“Jesus Christ, Sarge.”

A pair of strong arms wrapped around Sam and jerked him away from the cot, but he kicked free, throwing himself at the bloody figure writhing on the cot, only to be tackled from behind and brought down.

Sam hit the cement floor, rolled over, came up twisting and bucking.  Wheeler clung on stubbornly, yelling at the top of his lungs, “We’ve a man down in here.  On the double.”

Voices shouted acknowledgement from down the corridor.  Sam heaved Wheeler off, found his feet, pulled out his sidearm again.  Wheeler lunged for it and the gun went off, the bullet smashing into the wall over the prisoner’s head, shaking the cell with its roar.

Booted feet thundered to a halt outside the cell and Maynard appeared, his glance bouncing off the limp figure on the cot, Wheeler in mid-lunge, the gun in Sam’s hand. 

“What the hell’s going on?” he roared.  “Stand down, Sergeant.  Move away from the prisoner.  Wheeler, get his goddamn gun.  You heard me, Sergeant. I want your ass out of there.”

“You want the real information from this little puissant, I’ll get it for you.”

 “I gave you an order, Sergeant. I won’t tell you again, or I’ll take you down myself.”

Sam stared into Maynard’s unyielding eyes and saw there a clear understanding of why he’d tried to kill that boy in the orange jumpsuit.  He saw there was no honor left anywhere. 

He walked out, slapping the gun into Wheeler’s hand.


In Maynard’s office, he stared into his whiskey glass, as he’d done when he’d first come to the facility, in what seemed like a whole, other life.

“What the hell happened, sergeant?” Maynard flicked his thumbnail on the corner of a manilla folder in front of him.  The folder bore Sam’s name.

“I lost it, sir.  I don’t have an explanation.  It was like I became somebody else, somebody I couldn’t respect.”  He looked back at the cold hatred in the Al Quaida detainee’s eyes.  “The only other time I beat up on someone, it was a matter of honor.  I don’t know what this was.”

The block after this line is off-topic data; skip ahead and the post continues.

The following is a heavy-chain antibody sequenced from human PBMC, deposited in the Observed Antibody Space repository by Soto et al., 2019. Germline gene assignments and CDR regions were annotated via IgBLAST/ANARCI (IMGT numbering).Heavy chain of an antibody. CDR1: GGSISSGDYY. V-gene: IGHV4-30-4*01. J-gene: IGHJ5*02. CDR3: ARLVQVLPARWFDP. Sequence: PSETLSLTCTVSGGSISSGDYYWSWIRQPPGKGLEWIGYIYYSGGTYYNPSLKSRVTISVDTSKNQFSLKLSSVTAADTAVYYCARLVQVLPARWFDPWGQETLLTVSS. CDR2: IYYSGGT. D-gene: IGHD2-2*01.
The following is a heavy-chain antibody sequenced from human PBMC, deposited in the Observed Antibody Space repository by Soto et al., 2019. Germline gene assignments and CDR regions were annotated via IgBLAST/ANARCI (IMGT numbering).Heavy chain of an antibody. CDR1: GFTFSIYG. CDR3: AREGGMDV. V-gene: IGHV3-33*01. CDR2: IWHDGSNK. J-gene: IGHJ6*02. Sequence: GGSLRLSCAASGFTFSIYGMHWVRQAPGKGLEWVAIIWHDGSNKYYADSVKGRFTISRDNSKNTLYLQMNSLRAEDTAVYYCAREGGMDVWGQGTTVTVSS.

Maynard’s gray eyes turned cold.  “This isn’t about you or your goddamned honor. This is about defending your goddamned country.”  His cheeks reddened. 

Looking into those blazing eyes, Sam knew Maynard’s rage wasn’t directed at him but at the captain’s recognition he’d become just like the men he chained up in that room from hell.  “I consider I am defending my country, sir.”

Maynard’s mask dropped back into place.  “All right, I can hush this up, say other prisoners beat on him for giving it up, but you go off like this again, sergeant, you’re not going to be any good here.”

 “I want to go back to my unit, sir.  I am no good here.  I probably never was.”

Six o’clock news, Channel 5, Boston: Two more Americans died in Iraq today, one of them a native Vermonter.Staff Sergeant Samuel Smith, fifteen-year marine veteran, recently transferred from administrative duties back to combat status, we’re told at his own request, died in a fire fight South of Baghdad.  At least eighteen insurgents were killed in the exchange and a number of small arms and bomb making equipment destroyed.  Sergeant Smith leaves behind a wife and three children. He’ll be buried Friday with full military honors. 


© Copyright 2018 Roisin Moriarty. All rights reserved.